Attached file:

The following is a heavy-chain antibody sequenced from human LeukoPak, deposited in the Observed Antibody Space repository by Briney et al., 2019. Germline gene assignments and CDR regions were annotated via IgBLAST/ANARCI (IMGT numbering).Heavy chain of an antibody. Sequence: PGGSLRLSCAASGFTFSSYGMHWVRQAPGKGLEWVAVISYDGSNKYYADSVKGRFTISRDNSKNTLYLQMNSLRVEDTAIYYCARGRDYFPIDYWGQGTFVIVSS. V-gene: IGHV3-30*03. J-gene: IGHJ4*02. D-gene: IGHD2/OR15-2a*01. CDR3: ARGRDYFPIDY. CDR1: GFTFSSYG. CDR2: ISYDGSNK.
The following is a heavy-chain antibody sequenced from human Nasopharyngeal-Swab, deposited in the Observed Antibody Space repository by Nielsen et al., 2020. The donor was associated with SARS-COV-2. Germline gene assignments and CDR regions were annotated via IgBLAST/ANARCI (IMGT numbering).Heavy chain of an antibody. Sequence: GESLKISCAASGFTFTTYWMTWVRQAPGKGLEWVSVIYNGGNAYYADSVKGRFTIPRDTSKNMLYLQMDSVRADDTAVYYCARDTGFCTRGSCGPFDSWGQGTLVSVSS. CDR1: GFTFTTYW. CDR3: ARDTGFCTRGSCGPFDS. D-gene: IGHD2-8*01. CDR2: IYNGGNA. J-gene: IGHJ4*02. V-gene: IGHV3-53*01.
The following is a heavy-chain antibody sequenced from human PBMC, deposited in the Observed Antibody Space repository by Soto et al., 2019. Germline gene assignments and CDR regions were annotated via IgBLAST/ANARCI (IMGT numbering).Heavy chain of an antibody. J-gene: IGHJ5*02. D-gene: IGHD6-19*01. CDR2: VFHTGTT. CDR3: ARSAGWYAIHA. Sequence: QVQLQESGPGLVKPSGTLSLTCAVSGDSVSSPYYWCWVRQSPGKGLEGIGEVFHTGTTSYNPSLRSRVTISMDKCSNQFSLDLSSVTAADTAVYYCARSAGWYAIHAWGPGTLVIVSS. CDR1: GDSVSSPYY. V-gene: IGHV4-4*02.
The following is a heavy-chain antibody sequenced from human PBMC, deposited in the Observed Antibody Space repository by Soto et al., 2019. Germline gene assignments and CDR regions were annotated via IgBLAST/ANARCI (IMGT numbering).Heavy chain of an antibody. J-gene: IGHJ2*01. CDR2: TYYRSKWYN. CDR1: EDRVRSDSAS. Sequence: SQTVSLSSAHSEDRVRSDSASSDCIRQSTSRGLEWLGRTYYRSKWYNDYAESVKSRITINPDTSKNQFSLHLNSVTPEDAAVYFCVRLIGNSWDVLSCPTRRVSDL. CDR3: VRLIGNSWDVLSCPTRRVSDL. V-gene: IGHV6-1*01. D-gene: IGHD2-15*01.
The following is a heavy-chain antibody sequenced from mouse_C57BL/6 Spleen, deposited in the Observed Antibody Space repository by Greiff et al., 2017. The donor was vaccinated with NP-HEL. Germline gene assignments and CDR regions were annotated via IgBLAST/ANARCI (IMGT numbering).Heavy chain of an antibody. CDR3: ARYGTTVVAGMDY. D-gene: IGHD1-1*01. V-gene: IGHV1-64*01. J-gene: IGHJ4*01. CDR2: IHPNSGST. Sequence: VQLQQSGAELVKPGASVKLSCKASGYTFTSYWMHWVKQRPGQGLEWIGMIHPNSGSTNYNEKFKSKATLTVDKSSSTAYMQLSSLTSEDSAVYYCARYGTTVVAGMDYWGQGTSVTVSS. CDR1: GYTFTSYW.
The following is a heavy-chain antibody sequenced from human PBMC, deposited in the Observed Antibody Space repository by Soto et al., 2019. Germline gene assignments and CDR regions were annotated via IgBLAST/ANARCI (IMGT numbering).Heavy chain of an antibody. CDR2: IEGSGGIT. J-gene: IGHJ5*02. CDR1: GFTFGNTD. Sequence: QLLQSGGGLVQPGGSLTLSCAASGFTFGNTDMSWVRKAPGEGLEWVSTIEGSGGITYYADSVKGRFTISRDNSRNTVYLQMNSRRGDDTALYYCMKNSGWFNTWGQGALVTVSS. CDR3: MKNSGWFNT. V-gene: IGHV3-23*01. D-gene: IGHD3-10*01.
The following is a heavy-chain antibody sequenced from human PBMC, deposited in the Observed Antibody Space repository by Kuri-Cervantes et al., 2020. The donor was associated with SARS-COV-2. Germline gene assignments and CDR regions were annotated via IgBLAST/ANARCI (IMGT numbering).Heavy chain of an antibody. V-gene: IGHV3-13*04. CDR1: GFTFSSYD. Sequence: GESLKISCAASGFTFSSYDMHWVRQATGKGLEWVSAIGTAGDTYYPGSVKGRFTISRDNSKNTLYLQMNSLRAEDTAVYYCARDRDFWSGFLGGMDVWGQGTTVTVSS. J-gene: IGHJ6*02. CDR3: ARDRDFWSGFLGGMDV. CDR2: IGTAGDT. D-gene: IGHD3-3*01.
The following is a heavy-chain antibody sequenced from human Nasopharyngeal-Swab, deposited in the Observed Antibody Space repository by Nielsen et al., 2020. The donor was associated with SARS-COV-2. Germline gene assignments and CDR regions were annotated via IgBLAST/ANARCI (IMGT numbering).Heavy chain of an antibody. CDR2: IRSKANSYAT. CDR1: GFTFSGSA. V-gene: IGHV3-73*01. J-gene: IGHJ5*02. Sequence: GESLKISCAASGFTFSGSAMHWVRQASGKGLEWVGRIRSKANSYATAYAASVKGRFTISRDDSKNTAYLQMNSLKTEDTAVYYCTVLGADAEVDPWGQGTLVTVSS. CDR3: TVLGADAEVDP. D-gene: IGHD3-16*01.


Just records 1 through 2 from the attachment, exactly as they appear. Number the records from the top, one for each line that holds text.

The following is a heavy-chain antibody sequenced from human LeukoPak, deposited in the Observed Antibody Space repository by Briney et al., 2019. Germline gene assignments and CDR regions were annotated via IgBLAST/ANARCI (IMGT numbering).Heavy chain of an antibody. Sequence: PGGSLRLSCAASGFTFSSYGMHWVRQAPGKGLEWVAVISYDGSNKYYADSVKGRFTISRDNSKNTLYLQMNSLRVEDTAIYYCARGRDYFPIDYWGQGTFVIVSS. V-gene: IGHV3-30*03. J-gene: IGHJ4*02. D-gene: IGHD2/OR15-2a*01. CDR3: ARGRDYFPIDY. CDR1: GFTFSSYG. CDR2: ISYDGSNK.
The following is a heavy-chain antibody sequenced from human Nasopharyngeal-Swab, deposited in the Observed Antibody Space repository by Nielsen et al., 2020. The donor was associated with SARS-COV-2. Germline gene assignments and CDR regions were annotated via IgBLAST/ANARCI (IMGT numbering).Heavy chain of an antibody. Sequence: GESLKISCAASGFTFTTYWMTWVRQAPGKGLEWVSVIYNGGNAYYADSVKGRFTIPRDTSKNMLYLQMDSVRADDTAVYYCARDTGFCTRGSCGPFDSWGQGTLVSVSS. CDR1: GFTFTTYW. CDR3: ARDTGFCTRGSCGPFDS. D-gene: IGHD2-8*01. CDR2: IYNGGNA. J-gene: IGHJ4*02. V-gene: IGHV3-53*01.